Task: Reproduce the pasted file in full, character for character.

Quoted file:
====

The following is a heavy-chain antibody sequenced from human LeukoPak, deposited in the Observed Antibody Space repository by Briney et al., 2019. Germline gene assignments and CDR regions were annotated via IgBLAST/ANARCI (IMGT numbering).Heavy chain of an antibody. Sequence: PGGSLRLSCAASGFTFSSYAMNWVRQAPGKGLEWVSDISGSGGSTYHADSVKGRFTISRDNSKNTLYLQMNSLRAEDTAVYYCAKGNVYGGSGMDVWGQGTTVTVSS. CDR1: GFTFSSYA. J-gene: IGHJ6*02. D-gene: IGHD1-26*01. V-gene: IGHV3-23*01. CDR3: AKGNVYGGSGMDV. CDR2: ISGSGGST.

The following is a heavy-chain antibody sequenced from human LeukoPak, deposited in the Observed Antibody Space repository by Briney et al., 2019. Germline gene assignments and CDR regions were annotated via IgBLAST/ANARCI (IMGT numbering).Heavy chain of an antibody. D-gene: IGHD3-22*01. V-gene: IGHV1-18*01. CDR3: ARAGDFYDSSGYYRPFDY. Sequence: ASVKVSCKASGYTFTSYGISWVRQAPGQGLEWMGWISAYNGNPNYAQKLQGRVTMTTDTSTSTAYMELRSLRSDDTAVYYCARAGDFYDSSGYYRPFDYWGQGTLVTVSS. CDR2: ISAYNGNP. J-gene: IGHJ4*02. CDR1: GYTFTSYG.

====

The following is a heavy-chain antibody sequenced from human LeukoPak, deposited in the Observed Antibody Space repository by Briney et al., 2019. Germline gene assignments and CDR regions were annotated via IgBLAST/ANARCI (IMGT numbering).Heavy chain of an antibody. Sequence: PGGSLRLSCAASGFTFSSYAMNWVRQAPGKGLEWVSDISGSGGSTYHADSVKGRFTISRDNSKNTLYLQMNSLRAEDTAVYYCAKGNVYGGSGMDVWGQGTTVTVSS. CDR1: GFTFSSYA. J-gene: IGHJ6*02. D-gene: IGHD1-26*01. V-gene: IGHV3-23*01. CDR3: AKGNVYGGSGMDV. CDR2: ISGSGGST.

The following is a heavy-chain antibody sequenced from human LeukoPak, deposited in the Observed Antibody Space repository by Briney et al., 2019. Germline gene assignments and CDR regions were annotated via IgBLAST/ANARCI (IMGT numbering).Heavy chain of an antibody. D-gene: IGHD3-22*01. V-gene: IGHV1-18*01. CDR3: ARAGDFYDSSGYYRPFDY. Sequence: ASVKVSCKASGYTFTSYGISWVRQAPGQGLEWMGWISAYNGNPNYAQKLQGRVTMTTDTSTSTAYMELRSLRSDDTAVYYCARAGDFYDSSGYYRPFDYWGQGTLVTVSS. CDR2: ISAYNGNP. J-gene: IGHJ4*02. CDR1: GYTFTSYG.